On March 9, 2022, the 7th Circuit affirmed an order of summary judgment in favor of the defendant employer in a lawsuit filed by a former employee, who alleged that the employer violated the Family and Medical Leave Act ("FMLA") by terminating her employment four days after she returned to work from an FMLA leave of absence. Anderson v. Nations Lending Corporation, No. 21-1885 (7th Cir. March 9, 2022). She filed a federal lawsuit for violations of the Americans with Disabilities Act as well as for interference and retaliation under the FMLA. In an FMLA interference lawsuit, the employee has the burden to demonstrate that the interference occurred. To prevail on an FMLA interference claim, a plaintiff must establish that: (1) she was eligible for the FMLA; (2) her employer was covered by the FMLA; (3) she was entitled to leave under the FMLA; (4) she provided notice of her intent to take leave; and (5) her employer denied her FMLA benefits to which she was entitled. At issue in this case was the fifth element.
On December 23, 2021, the Illinois Appellate Court, Second District, held that the Amended Illinois Wage Payment and Collection Act (the "Act") creates a statutory cause of action for retaliatory discharge for an employee whose employment has been terminated for exercising his or her rights under the Act. Dichiarro v. Woodland Maintenance Group, LLC, et al., 2021 IL App (2d) 210418 (2nd Dist. Dec. 23, 2021). The plaintiff alleged that the defendants terminated her employment in retaliation for and because of her repeated demands for payment of unpaid wages due and owing to her under the terms and conditions of her employment agreement. Under Illinois common law, an employer may discharge an employee at will, at any time, with or without cause. Illinois courts, however, have recognized the tort of retaliatory discharge as a limited and narrow exception to the at-will employment doctrine.
On December 17, 2021, the 7th Circuit affirmed an order of summary judgment in favor of an employer in a lawsuit for race discrimination and retaliation under Title VII of the Civil Rights Act of 1964, as amended ("Title VII") and the Illinois Human Rights Act ("IHRA"). Miller et al. v. Chicago Transit Authority, et al., No. 20-3005 (7th Cir. Dec. 17, 2021). After being fired by the Chicago Transit Authority ("CTA"), the plaintiffs filed a lawsuit alleging that they were terminated because of their race and in retaliation for complaining about discrimination. The district court concluded that the racial discrimination claims failed because the undisputed evidence showed that the CTA had legitimate, non-discriminatory, non-pretextual reasons for terminating the plaintiffs. On appeal, the 7th Circuit discussed the retaliation claims.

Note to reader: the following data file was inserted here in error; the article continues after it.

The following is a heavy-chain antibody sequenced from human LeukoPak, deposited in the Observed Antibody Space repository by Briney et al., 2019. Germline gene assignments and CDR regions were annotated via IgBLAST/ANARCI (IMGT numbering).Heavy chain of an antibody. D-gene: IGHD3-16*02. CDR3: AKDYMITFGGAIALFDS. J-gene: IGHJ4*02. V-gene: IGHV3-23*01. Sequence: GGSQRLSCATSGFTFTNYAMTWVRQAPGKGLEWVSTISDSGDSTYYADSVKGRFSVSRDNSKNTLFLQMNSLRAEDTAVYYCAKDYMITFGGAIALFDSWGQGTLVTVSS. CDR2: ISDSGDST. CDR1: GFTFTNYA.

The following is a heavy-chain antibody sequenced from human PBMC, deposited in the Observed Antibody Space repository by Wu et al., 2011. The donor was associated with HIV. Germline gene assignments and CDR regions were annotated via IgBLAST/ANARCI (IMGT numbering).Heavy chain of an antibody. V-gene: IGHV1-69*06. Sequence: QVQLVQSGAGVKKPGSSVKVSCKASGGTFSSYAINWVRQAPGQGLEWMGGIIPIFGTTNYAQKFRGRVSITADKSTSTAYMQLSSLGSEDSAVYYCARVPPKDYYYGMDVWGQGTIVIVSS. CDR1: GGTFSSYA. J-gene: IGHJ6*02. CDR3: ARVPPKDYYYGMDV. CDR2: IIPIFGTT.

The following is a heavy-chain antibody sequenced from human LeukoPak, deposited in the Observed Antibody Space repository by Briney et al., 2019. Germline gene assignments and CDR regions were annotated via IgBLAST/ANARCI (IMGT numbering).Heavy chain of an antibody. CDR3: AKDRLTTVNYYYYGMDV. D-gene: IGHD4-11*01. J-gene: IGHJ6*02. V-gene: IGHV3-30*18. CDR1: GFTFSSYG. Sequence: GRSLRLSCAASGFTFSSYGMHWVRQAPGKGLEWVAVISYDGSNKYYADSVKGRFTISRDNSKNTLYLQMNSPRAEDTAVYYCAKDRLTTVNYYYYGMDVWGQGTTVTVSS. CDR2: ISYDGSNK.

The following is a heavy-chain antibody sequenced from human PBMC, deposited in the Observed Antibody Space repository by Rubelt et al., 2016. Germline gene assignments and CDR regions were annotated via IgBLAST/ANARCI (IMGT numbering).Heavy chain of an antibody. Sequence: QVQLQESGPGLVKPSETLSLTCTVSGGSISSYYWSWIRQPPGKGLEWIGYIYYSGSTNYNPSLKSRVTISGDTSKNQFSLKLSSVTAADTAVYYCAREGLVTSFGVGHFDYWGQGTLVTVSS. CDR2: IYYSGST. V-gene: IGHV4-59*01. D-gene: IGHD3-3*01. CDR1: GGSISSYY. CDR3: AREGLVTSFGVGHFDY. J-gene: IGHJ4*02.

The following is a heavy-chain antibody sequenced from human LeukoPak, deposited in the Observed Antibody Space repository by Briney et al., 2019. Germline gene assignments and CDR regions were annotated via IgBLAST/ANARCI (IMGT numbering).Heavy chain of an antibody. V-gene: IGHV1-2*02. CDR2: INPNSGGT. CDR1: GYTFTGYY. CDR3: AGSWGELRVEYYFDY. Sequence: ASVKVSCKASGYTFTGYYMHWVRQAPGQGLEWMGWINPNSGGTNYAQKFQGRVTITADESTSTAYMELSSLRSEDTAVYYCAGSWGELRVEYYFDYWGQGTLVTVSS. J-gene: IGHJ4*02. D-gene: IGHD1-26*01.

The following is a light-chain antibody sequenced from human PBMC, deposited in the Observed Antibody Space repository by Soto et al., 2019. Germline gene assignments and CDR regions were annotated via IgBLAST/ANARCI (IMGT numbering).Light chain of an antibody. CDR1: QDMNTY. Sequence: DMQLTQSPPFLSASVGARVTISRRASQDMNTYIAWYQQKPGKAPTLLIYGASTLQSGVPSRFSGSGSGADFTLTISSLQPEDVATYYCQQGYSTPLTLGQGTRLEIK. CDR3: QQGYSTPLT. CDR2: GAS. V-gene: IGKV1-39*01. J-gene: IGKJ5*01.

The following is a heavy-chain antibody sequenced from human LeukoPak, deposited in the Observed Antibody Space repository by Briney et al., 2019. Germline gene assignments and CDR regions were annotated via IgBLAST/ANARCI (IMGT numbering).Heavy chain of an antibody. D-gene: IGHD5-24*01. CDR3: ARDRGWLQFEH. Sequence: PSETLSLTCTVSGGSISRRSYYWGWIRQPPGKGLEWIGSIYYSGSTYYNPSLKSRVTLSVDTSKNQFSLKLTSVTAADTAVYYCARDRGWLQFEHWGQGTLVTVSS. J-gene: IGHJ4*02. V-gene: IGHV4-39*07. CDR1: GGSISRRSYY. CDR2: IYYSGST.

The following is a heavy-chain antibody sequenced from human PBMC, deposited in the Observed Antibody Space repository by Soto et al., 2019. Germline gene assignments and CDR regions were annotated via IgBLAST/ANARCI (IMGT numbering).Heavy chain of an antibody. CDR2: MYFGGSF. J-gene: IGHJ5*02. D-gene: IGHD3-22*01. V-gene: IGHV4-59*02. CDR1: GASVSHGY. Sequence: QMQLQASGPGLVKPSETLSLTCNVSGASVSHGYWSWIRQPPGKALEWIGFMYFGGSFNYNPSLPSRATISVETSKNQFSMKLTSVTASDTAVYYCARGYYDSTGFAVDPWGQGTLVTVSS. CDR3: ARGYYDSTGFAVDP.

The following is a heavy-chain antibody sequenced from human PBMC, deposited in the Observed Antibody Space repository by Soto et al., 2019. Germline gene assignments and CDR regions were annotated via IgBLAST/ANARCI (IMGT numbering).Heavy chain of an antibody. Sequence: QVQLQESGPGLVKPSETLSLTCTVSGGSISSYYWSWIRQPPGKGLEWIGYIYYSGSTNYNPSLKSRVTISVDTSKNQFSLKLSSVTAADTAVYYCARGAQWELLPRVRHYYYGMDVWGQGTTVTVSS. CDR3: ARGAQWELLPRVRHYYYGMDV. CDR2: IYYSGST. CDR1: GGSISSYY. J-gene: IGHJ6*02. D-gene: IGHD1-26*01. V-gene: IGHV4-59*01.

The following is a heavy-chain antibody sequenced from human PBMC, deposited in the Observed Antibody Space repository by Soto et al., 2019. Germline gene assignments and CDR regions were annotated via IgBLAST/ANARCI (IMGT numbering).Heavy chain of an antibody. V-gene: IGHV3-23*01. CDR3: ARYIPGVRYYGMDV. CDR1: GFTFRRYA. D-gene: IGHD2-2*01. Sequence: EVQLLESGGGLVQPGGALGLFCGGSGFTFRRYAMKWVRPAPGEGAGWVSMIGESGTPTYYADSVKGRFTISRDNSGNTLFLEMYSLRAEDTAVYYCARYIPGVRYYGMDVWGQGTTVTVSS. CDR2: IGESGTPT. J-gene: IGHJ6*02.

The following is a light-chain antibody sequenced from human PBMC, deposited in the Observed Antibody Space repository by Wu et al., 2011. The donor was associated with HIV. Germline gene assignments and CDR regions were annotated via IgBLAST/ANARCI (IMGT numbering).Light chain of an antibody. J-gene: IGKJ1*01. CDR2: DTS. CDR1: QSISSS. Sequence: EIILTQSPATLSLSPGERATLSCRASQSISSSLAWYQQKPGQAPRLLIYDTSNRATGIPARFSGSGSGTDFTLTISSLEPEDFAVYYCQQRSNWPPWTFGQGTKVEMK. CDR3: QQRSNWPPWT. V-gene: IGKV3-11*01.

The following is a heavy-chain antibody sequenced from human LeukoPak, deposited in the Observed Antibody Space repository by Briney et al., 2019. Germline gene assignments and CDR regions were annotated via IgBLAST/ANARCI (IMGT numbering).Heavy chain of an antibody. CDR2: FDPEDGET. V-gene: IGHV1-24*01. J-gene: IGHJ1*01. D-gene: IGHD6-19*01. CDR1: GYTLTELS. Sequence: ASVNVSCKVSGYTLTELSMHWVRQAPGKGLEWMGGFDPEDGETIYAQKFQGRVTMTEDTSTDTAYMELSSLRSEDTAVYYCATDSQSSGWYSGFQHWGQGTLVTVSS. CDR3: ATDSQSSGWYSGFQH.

On November 23, 2021, the Illinois Appellate Court, Second District, reversed an order of the trial court, that had dismissed the plaintiff's disability discrimination complaint on the ground that he was not disabled within the meaning of the Illinois Human Rights Act (the "Act"). Jackson v. TSA Processing Chicago, Inc., et al., 2021 IL App (2d) 200769 (2nd Dist. Nov. 23, 2021). The plaintiff alleged that the defendants discriminated against him on the basis of his disability in violation of the Act. At issue on appeal was whether he is disabled under the Act.
On August 17, 2021, the 7th Circuit affirmed an order of summary judgment for an employer in a reverse race discrimination lawsuit, in which the plaintiff claimed that he fired because he is white. Bless v. Cook County Sheriff's Office, et al., No. 20-2733 (7th Cir. Aug. 17, 2021). The plaintiff, a Cook County Illinois Sheriff's police officer, was fired in connection with an internal review board determination that he had committed misconduct. The plaintiff sued the County, alleging reverse race discrimination and political retaliation against him as a white Republican. The protections of Title VII are not limited to members of historically discriminated-against groups.